How To Sleep Better When You Have Allergies

If you love to sleep and you hate having allergies, raise your hand!

If your beloved beauty sleep has ever been dampened by your allergy symptoms, go ahead and 'boo' your allergies, nice and loud! That's right, let it out.

See? We get it. The only thing worse than having allergies is having allergies and having a lousy night's sleep.

The Sleep Foundation notes that those of us who suffer from allergies are significantly more likely to suffer from sleep-related issues like insomnia, poor sleep efficiency, snoring, and sleep apnea. And the trouble doesn't stop with the rising of the sun. A night with little or poor sleep makes for a higher likelihood of a day filled with fatigue, headaches, and sinus pain.

But fear not, friends! We are not doomed to a life of sniffles and no sleep. There are a few things you can try that might alleviate your allergy symptoms and allow you a peaceful night of sleep.

A steamy shower

Nothing gets you all warm and cozy and ready for bed like a steaming hot shower. The Sleep Foundation reports that many scientists refer to the hypothesis that a hot shower or bath before bed can promote better sleep as the "warm bath effect." A meta-analysis of 17 studies published in Sleep Medicine Review supports that hypothesis, finding that a shower or bath with water at temperatures between 104 and 108.5 degrees Fahrenheit can help with the body's natural ability to regulate temperature, not only improving the overall quality of sleep, but helping people to fall asleep faster too.

Allergist and immunologist Heather Moday told Mindbodygreen that steam, compounded with the essential oils of rosemary and eucalyptus, can have a soothing effect on the sinuses and clear up some congestion. You can add a few drops to your shower or bath. If you're in a pinch, add 10 to 15 drops of the oils to a bowl of steaming water, drape a towel over your head, hover over the bowl, and take a few deep breaths.

Clean sheets

Is there truly anything better than pulling back your duvet and sliding in between two freshly laundered sheets? The softness. The smell. If you are not already crawling into your bed after that enticing description, let us tell you why clean sheets are a game-changer when it comes to your allergies.

If dust is your archnemesis, the Rolling Stone reports that bedding made from tightly woven materials like silk, organic cotton, and microfiber will protect from dust mites wiggling their way into your pillows and mattress.

The Mayo Clinic suggests washing sheets, pillowcases, and blankets at least once a week, in water no cooler than 130 degrees Fahrenheit, just to be sure you kill all those little buggers. Dr. Moday recommends a more aggressive routine, urging you to consider changing pillowcases every night, or every other night, if your washer/dryer situation permits you to do so (per Mindbodygreen).

Take a look at your sleep environment

Crashing with no blankets on your friend's lumpy couch just won't do if you want to get a good amount of sleep. In fact, creating your perfect sleep environment can be a pretty elaborate song and dance these days. There are a few small alterations you can make to yours that might reduce the severity of your nighttime allergies.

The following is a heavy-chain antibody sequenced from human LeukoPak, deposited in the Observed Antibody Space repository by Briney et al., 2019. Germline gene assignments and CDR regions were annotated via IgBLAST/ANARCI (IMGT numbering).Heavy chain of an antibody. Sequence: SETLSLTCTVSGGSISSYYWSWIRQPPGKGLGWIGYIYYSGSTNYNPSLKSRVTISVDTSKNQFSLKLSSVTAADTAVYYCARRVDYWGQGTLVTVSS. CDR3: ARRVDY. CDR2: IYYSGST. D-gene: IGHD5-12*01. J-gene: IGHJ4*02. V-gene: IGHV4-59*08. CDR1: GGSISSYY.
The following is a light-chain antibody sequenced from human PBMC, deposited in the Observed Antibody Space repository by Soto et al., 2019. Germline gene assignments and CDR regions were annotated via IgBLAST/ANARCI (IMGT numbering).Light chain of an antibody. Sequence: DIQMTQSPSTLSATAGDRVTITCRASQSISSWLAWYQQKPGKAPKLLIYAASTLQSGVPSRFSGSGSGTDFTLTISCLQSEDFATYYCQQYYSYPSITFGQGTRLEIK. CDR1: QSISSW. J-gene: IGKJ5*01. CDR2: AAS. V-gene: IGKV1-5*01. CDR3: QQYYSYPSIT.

The Sleep Foundation insists that the temperature of your room has a lot to do with the quality of your sleep, and that it's best to keep your thermostat between 60 and 67 degrees Fahrenheit if you're in the market for optimal sleep. Dr. Moday agrees, adding that higher temperatures can cause nasal passages to swell, so a cool room will give you the best chance at easy breathing (per Mindbodygreen).

If you share your sleep environment with a pet who causes you to sniffle and sneeze, allergist and immunologist Flavia Cecilia Lega Hoyte told Everyday Health that you might consider keeping your fur babies out of the bedroom. (To which we might say, "Le gasp! Never!")

Pulling out the big guns

When we say the words 'air purifier' does your brain immediately go to that place where it's like, "Oh no! Too fancy! Unattainable! Air purifier?...Ha! Do they think I'm the Queen of England?" If it doesn't, well good on you for being well-versed on the subject of air purifiers. If it did, allow us to blow your mind... A basic, tabletop air purifier with a nearly five-star rating can be ordered from your phone for as little as 50 bucks. And how can an air purifier help, you ask?

When speaking with Mindbodygreen, Dr. Moday suggests (in slightly less flowery language, perhaps) that pollen has a sneaky way of making its way into your house and hanging around with its notoriously hard to get rid of friend, dust. An air purifier is the cranky roommate you need to get those lingerers out of your place quickly, improving your air quality and keeping those allergens from irritating you.

Consider seeing an allergist

Allergies are a bummer. And it's an even bigger bummer when you feel like you've tried everything and you still suffer through a stuffy nose every night and wake up with itchy eyes every morning. If over-the-counter medications just aren't doing the trick and you feel like you're going to lose it if you have to change your pillowcase one more time, it's probably time to schedule an appointment with an allergist.

According to the American College of Allergy, Asthma, and Immunology, a visit with an allergist could include allergy testing, a simple procedure that can tell you exactly what you're allergic to, allowing you to better treat your symptoms. An allergist can also prescribe allergy medication or get you started on immunotherapy in the form of allergy shots. Allergy and Asthma Care of Blakeney reports that immunotherapy has a success rate of 90% when administered correctly. So call your doctor and set up an appointment and finally know what it feels like to kiss your doggo's snoot in peace!